The Inside Ring, Mike Lawson, Anchor Books, $6.99.
This fun read will only take a couple of hours and by the end of the book you'll be enamored of series character Joe DeMarco, a "fixer" for the Speaker of the House. Since this is the first book in Lawson's series he does some set up work—DeMarco's family background is sketched in (his dad was a mob enforcer) and there's a mysterious friend, Emma, whose bona fides and lethal-ness are nicely established. While DeMarco himself doesn't carry a gun, Emma has no such moral squeamishness.
The plot concerns an assassination attempt on the President, one that killed the President's best friend and a secret service agent. The perpetrator has apparently been found and has committed suicide, so things seems nicely tied up, but there's a General Banks in Homeland Security who feels uneasy. His uneasiness comes from an anonymous letter that was delivered before the assassination attempt, a letter that implicates someone on the "Inside Ring" of the Secret Service. Both Banks and DeMarco's boss, Mahoney, want him to look into it. DeMarco feels out of his depth but goes to work anyway; he becomes more and more convinced that Banks is right, and his investigation centers on one of the agents. Billy Mathis.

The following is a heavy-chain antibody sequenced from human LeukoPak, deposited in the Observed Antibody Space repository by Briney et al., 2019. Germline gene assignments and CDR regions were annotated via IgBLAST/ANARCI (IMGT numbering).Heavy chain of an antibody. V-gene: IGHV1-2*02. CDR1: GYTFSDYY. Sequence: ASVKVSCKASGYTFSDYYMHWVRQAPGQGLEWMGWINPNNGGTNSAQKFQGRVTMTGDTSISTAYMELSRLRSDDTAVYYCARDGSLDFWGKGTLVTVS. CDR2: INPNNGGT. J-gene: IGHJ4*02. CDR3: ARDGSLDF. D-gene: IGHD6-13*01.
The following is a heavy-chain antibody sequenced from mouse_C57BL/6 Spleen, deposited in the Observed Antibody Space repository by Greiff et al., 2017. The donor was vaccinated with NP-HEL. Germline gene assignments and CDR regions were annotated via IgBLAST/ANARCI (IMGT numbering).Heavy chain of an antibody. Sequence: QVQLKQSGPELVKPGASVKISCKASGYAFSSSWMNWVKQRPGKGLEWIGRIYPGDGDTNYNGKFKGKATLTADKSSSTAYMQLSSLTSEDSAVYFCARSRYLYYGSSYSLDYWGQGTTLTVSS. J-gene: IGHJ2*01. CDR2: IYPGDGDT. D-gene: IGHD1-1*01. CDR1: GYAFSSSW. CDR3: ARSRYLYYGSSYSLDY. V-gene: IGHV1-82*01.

This is one of those books where the central problem seems impenetrable. Different writer, but Anne Perry is also excellent at setting up this kind of situation. Only a polishing and worrying away at the problem yields a crack, and like Perry, Lawson is concerned with corruption at the very top levels of power. He's also incredibly gifted at narrative—you won't be able to put this book down, and you won't be able to forget Joe DeMarco.
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